Just thought I’d reference Stephen Melville here (in “Art and Objecthood: A Lecture” delivered for the MACBA in 2007), simply because I like the argument and direct rhetoric, plus it nails a solid reading of Art and Objecthood.
If you’re wondering, yes, it’s for another essay on OOO and Fried.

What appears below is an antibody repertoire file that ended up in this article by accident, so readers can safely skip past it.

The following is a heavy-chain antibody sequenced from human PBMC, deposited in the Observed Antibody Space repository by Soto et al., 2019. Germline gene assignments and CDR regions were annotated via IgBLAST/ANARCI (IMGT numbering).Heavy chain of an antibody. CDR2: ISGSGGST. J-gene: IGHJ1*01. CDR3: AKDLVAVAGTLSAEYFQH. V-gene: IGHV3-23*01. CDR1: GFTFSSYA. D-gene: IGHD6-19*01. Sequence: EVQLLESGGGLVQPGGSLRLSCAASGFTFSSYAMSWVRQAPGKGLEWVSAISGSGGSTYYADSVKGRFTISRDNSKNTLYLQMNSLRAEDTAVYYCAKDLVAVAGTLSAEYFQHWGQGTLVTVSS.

“One standard way art history and art criticism alike have tried to erase this difficulty is by embracing its descriptive force while rejecting a judgement Fried is believed to have derived from it. It’s important to see early on in one’s dealings with’Art and Objecthood’ that this is not in fact possible. The essay is not a description followed by a judgement but description through and through, with judgement simply continuous with that description. If I describe a cat to you, what I describe is a cat, and you are not free to say in response “I accept your description but will nonetheless choose to call it a dog”. If you persist in calling it a dog, I don’t really know how to continue our conversation. But I do know that if several years later you come to me and say, “Burglars broke in and took everything, and the dog didn’t do a damn thing to stop them!”, my sympathy for you will be limited at best. I say this because it has apparently not been obvious to many readers that the essay does in fact work this way – that it is nothing more than a description of Fried’s experience of a certain body of work, in which he evidently does not take that experience as merely his own, and, indeed, finds it continued and affirmed in the words of the artists themselves (which are then cited in the essay, not as evidence in an argument but as extensions of Fried’s description). The ongoing fate of the essay suggests that the experience to which he gives voice remains recognizable by its readers, even when they imagine themselves at odds with its conclusions.”